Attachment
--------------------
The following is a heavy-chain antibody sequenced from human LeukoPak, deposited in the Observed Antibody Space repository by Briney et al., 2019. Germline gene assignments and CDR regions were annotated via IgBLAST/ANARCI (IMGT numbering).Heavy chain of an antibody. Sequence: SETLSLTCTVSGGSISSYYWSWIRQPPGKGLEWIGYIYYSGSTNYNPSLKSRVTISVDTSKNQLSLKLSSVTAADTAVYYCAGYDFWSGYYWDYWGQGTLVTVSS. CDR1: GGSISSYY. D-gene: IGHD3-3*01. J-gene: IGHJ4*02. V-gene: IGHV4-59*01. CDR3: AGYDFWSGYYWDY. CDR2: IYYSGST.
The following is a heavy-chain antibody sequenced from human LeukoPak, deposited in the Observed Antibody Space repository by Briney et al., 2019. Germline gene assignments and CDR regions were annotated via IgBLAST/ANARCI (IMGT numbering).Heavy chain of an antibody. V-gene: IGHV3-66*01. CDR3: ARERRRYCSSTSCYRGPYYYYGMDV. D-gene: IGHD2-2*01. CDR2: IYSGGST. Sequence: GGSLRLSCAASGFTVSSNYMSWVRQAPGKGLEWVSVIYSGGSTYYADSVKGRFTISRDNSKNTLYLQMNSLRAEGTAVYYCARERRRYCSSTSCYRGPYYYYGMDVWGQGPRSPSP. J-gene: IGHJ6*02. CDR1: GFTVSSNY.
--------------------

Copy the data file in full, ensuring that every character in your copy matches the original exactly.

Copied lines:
The following is a heavy-chain antibody sequenced from human LeukoPak, deposited in the Observed Antibody Space repository by Briney et al., 2019. Germline gene assignments and CDR regions were annotated via IgBLAST/ANARCI (IMGT numbering).Heavy chain of an antibody. Sequence: SETLSLTCTVSGGSISSYYWSWIRQPPGKGLEWIGYIYYSGSTNYNPSLKSRVTISVDTSKNQLSLKLSSVTAADTAVYYCAGYDFWSGYYWDYWGQGTLVTVSS. CDR1: GGSISSYY. D-gene: IGHD3-3*01. J-gene: IGHJ4*02. V-gene: IGHV4-59*01. CDR3: AGYDFWSGYYWDY. CDR2: IYYSGST.
The following is a heavy-chain antibody sequenced from human LeukoPak, deposited in the Observed Antibody Space repository by Briney et al., 2019. Germline gene assignments and CDR regions were annotated via IgBLAST/ANARCI (IMGT numbering).Heavy chain of an antibody. V-gene: IGHV3-66*01. CDR3: ARERRRYCSSTSCYRGPYYYYGMDV. D-gene: IGHD2-2*01. CDR2: IYSGGST. Sequence: GGSLRLSCAASGFTVSSNYMSWVRQAPGKGLEWVSVIYSGGSTYYADSVKGRFTISRDNSKNTLYLQMNSLRAEGTAVYYCARERRRYCSSTSCYRGPYYYYGMDVWGQGPRSPSP. J-gene: IGHJ6*02. CDR1: GFTVSSNY.